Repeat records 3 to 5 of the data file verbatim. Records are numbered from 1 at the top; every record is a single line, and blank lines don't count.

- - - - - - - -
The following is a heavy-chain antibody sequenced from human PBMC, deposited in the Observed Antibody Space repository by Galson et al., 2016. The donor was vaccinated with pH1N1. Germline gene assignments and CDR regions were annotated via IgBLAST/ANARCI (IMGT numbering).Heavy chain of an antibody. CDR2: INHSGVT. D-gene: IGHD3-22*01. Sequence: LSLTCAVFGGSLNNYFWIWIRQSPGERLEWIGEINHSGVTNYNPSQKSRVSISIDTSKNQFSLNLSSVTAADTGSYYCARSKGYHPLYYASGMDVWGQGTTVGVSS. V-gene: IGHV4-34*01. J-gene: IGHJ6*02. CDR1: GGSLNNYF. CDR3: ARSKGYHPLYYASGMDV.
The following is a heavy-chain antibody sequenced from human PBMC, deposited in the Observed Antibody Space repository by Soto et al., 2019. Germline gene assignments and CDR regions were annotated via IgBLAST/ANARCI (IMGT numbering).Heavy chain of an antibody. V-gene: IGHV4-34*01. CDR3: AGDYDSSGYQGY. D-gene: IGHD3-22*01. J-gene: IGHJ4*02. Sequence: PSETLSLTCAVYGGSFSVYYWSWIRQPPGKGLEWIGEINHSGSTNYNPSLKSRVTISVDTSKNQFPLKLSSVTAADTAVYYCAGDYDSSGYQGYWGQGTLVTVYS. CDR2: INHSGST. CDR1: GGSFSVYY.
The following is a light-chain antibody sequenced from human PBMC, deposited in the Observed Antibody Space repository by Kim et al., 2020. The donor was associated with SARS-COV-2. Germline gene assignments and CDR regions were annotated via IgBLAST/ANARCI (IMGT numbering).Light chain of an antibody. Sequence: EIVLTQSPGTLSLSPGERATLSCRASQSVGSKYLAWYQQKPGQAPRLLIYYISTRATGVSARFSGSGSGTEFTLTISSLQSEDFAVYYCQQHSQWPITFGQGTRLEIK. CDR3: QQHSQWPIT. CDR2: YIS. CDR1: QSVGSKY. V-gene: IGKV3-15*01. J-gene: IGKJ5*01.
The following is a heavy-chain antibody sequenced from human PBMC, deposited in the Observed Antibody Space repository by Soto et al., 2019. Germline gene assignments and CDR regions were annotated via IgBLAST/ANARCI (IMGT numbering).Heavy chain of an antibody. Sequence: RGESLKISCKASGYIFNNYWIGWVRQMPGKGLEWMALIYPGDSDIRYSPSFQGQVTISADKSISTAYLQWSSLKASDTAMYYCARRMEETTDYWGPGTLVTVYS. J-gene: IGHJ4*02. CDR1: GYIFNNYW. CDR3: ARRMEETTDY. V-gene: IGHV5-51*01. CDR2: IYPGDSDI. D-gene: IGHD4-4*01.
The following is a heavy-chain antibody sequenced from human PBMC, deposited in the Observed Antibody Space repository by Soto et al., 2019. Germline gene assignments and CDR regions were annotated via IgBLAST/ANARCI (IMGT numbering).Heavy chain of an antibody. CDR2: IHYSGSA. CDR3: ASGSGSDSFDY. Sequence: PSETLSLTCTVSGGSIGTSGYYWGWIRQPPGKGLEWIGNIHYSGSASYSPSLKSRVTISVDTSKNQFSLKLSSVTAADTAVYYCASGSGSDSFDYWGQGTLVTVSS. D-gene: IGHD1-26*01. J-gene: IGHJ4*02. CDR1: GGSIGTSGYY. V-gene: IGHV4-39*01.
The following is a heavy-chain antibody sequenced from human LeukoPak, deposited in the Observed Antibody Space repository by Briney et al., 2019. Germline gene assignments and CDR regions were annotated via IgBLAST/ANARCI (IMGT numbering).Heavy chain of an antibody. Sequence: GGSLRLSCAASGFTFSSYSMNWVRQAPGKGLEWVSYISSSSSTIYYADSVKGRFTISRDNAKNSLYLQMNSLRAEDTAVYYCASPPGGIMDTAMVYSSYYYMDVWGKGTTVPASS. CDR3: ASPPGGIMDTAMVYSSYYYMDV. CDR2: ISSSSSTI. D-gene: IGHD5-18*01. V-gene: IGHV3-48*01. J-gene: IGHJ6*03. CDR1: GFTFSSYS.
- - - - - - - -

The following is a light-chain antibody sequenced from human PBMC, deposited in the Observed Antibody Space repository by Kim et al., 2020. The donor was associated with SARS-COV-2. Germline gene assignments and CDR regions were annotated via IgBLAST/ANARCI (IMGT numbering).Light chain of an antibody. Sequence: EIVLTQSPGTLSLSPGERATLSCRASQSVGSKYLAWYQQKPGQAPRLLIYYISTRATGVSARFSGSGSGTEFTLTISSLQSEDFAVYYCQQHSQWPITFGQGTRLEIK. CDR3: QQHSQWPIT. CDR2: YIS. CDR1: QSVGSKY. V-gene: IGKV3-15*01. J-gene: IGKJ5*01.
The following is a heavy-chain antibody sequenced from human PBMC, deposited in the Observed Antibody Space repository by Soto et al., 2019. Germline gene assignments and CDR regions were annotated via IgBLAST/ANARCI (IMGT numbering).Heavy chain of an antibody. Sequence: RGESLKISCKASGYIFNNYWIGWVRQMPGKGLEWMALIYPGDSDIRYSPSFQGQVTISADKSISTAYLQWSSLKASDTAMYYCARRMEETTDYWGPGTLVTVYS. J-gene: IGHJ4*02. CDR1: GYIFNNYW. CDR3: ARRMEETTDY. V-gene: IGHV5-51*01. CDR2: IYPGDSDI. D-gene: IGHD4-4*01.
The following is a heavy-chain antibody sequenced from human PBMC, deposited in the Observed Antibody Space repository by Soto et al., 2019. Germline gene assignments and CDR regions were annotated via IgBLAST/ANARCI (IMGT numbering).Heavy chain of an antibody. CDR2: IHYSGSA. CDR3: ASGSGSDSFDY. Sequence: PSETLSLTCTVSGGSIGTSGYYWGWIRQPPGKGLEWIGNIHYSGSASYSPSLKSRVTISVDTSKNQFSLKLSSVTAADTAVYYCASGSGSDSFDYWGQGTLVTVSS. D-gene: IGHD1-26*01. J-gene: IGHJ4*02. CDR1: GGSIGTSGYY. V-gene: IGHV4-39*01.